A recent long-term study conducted by the University Hospital Hamburg and the insurance company DAK has revealed that six percent of children and young people in Germany, or around 680,000, are now addicted to video games and social media. This is double the number before the COVID-19 pandemic, and the numbers have continued to rise since 2019. The study found that these teens play, chat, and post for almost five hours a day. Andreas Storm, President of DAK, called the results “terrifying” and expressed concern that there has been no reprieve despite the hope that the trend would not continue.
According to psychologist Kai Müller, the consequences of this addiction can be observed on a daily basis. He is president of the Association Against Media Addiction and works with young people who neglect their school and family responsibilities, cannot turn off the screen, and react with anxiety and anger. In extreme cases, they barricade themselves in their rooms and forget to eat or go to the bathroom. Müller believes that the pandemic was very hard on young people as video games and social media provided comfort during a time of fear and doubt.
The World Health Organization recognized addiction to video games as an independent diagnosis in 2022. Müller notes that the three primary criteria for addiction are loss of control, prioritization of the video game over other aspects of life, and the inability to stop playing even when it causes problems. Boys are more likely to become addicted to games than girls, and the perception of gaming addiction tends to grow with age.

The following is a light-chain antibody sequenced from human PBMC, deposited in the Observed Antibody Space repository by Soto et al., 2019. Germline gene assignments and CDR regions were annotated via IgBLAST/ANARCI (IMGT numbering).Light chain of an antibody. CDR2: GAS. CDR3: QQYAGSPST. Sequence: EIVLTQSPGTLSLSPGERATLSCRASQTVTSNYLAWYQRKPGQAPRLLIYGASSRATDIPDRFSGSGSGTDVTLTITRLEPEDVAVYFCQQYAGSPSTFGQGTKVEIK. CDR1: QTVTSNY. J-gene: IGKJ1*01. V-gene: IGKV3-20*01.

The Federal Ministry of Health has commissioned educational campaigns focused on the excessive use of social media. However, getting a specialized place to do therapy is becoming more difficult in Germany, with some patients waiting for three months between phone registration and their first appointment with a psychotherapist. Parents must continuously set limits on their children’s use of digital entertainment offers, especially for younger children.
In conclusion, addiction to video games and social media has become a concerning trend among young people in Germany. The earlier intervention occurs, the better the chances of successful treatment. Parents must take a proactive role in limiting their children’s exposure to excessive digital entertainment offers.